Phila U. students and staff host vigil for traffic fatality victim

As cars whipped by the corner of Henry Avenue and School House Lane on Tuesday night, a group of students and staff from Philadelphia University cupped the flames of white candles lit in memory of Alonzo Lewis.

Lewis, the 77-year-old basketball legend from Chadds Ford, Pa., was killed at that East Falls intersection one week earlier after being struck by a 2010 Nissan as it turned left onto Henry Avenue from School House Lane around 6:40 p.m. Lewis was walking across the street at the time of the accident.

Brittany Chapman, a fifth-year architecture student at Philadelphia University, said Lewis’ death pushed her over the edge. She soon organized the vigil with a friend.

“The number of accidents we’ve seen at this intersection is just devastating. It’s just at the point where you have to do something,” she said.

A number of Chapman’s classmates – many of whom joined in after finishing evening courses – shared stories of near misses at the busy intersection. Junior Janie Holl, who left her fashion design class early to join the vigil, said she was surprised tragedy hasn’t struck sooner.

“I don’t think the cars passing realize what happens or how dangerous it is when they go so fast. Maybe us standing here will make them understand that they need to slow down,” said Holl.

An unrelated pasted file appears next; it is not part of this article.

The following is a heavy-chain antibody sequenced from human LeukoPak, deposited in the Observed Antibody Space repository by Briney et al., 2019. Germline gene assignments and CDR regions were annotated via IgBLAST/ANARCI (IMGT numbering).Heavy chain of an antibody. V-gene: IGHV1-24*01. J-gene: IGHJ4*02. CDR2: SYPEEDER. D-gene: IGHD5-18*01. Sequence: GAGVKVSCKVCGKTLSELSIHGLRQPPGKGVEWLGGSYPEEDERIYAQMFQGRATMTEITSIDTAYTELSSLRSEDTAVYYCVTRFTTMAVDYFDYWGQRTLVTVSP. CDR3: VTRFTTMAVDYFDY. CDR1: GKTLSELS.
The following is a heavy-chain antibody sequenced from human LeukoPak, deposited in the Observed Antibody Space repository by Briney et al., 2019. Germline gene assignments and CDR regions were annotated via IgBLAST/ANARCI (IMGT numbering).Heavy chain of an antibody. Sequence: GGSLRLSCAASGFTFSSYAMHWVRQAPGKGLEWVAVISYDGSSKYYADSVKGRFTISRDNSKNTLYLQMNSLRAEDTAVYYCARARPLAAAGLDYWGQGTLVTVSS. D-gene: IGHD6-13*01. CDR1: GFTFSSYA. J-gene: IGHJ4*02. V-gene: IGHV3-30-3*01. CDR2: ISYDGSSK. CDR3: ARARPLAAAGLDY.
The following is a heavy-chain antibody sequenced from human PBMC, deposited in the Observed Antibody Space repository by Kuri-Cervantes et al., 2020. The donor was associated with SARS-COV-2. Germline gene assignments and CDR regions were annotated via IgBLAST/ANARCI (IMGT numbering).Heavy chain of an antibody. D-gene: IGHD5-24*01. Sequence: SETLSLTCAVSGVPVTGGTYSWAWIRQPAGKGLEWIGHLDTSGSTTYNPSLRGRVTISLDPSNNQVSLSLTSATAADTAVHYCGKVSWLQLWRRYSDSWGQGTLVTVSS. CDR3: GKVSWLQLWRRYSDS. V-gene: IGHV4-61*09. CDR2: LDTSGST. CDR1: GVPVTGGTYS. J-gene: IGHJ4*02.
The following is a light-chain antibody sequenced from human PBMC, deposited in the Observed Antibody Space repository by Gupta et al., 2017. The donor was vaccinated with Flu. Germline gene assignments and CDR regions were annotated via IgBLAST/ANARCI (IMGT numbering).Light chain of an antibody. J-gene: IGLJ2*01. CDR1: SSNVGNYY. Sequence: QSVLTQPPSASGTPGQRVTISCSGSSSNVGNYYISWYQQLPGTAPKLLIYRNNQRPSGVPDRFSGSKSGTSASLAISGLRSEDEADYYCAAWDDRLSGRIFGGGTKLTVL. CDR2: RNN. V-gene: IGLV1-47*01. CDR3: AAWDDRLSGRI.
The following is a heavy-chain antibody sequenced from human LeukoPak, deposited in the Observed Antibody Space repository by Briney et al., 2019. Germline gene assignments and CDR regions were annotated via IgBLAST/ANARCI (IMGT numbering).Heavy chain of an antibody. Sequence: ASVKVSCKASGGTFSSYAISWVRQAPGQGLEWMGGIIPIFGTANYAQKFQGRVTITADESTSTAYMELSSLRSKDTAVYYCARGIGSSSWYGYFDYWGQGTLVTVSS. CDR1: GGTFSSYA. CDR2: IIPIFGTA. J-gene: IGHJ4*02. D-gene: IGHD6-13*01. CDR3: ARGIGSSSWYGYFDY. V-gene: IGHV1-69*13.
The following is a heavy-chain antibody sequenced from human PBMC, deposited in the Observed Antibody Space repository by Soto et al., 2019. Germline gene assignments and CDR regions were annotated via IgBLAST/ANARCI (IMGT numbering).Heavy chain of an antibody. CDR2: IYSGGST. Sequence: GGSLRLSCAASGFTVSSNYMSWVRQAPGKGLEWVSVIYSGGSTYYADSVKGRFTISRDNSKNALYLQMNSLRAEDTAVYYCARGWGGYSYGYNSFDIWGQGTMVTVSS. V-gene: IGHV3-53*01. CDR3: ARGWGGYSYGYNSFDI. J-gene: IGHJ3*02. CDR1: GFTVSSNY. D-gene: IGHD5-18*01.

Edward Heron, a member of the University’s maintenance crew, is hoping for the same. Heron knew Lewis personally. The two teamed up to coach a summer basketball squad that both of their daughters played on while in middle school. They’d been friends ever since.

“I was devastated, “said Heron, who learned about the incident while at work. ” He was always very quiet and went about his business. It was a great honor to be around him.”

“I hope they actually do something about this intersection,” he added.

During an emergency community meeting Sunday, Captain Verdell Johnson with the 39th Police District pledged to obtain “speed timing” equipment and deploy officers to the area once they’re trained.

An official with the Philadelphia Parking Authority said at the same East Falls Community Council event that his agency would look into whether the intersection warrants a red-light camera.

Want a digest of WHYY’s programs, events & stories? Sign up for our weekly newsletter.

It will take 126,000 members this year for great news and programs to thrive. Help us get to 100% of the goal.